ST. Louis, MN – Police investigators must face claims that they coerced a murder confession from a severely mentally retarded man and planted evidence, the 8th Circuit ruled.
Matthew Livers filed a civil rights complaint alongside Nicholas Sampson, the man he implicated in his allegedly coerced confession. They claim that Nebraska state patrolmen and sheriff’s officers in Cass and Douglas Counties coerced a confession from Livers that connected them to the April 2006 murders of Sharmon and Wayne Stock, an aunt and uncle of Livers.
With an IQ of 63, Livers is in the first percentile for mental functioning. During a six-and-a-half-hour voluntary interrogation by police, Livers denied involvement in the murders more than 80 times before apparently telling investigators what they wanted to hear.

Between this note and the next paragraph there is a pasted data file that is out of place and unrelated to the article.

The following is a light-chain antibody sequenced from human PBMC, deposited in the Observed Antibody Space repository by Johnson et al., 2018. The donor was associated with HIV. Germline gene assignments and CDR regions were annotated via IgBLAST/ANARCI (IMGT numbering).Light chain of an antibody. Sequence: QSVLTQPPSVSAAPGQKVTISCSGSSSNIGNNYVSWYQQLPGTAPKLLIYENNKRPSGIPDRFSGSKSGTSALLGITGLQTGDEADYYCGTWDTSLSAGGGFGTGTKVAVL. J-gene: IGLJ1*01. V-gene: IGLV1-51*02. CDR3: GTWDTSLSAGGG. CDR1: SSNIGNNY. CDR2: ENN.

The interview materials show that the confession consisted mostly of “Livers’ responses to leading, yes-or-no questions,” according to the court.
“Many of Livers’ answers were ‘I don’t know,’ ‘I guess,’ or ‘I’m not sure,'” the court said. “Sampson’s name entered the confession when Investigator [Earl] Schenck suggested Livers must have received the keys to Will’s car from someone who had access to them. Livers responded that Sampson gave him the keys. Livers then agreed with Investigator Schenck’s suggestion Sampson provided the shotgun and ammunition.”
Prosecutors charged Livers and Sampson about a week and a half after the double murder had occurred. The charges against each man were dropped in December and October 2006, respectively, even though police had obtained confessions from different suspects linked by DNA evidence months earlier.
Submitted by Joe.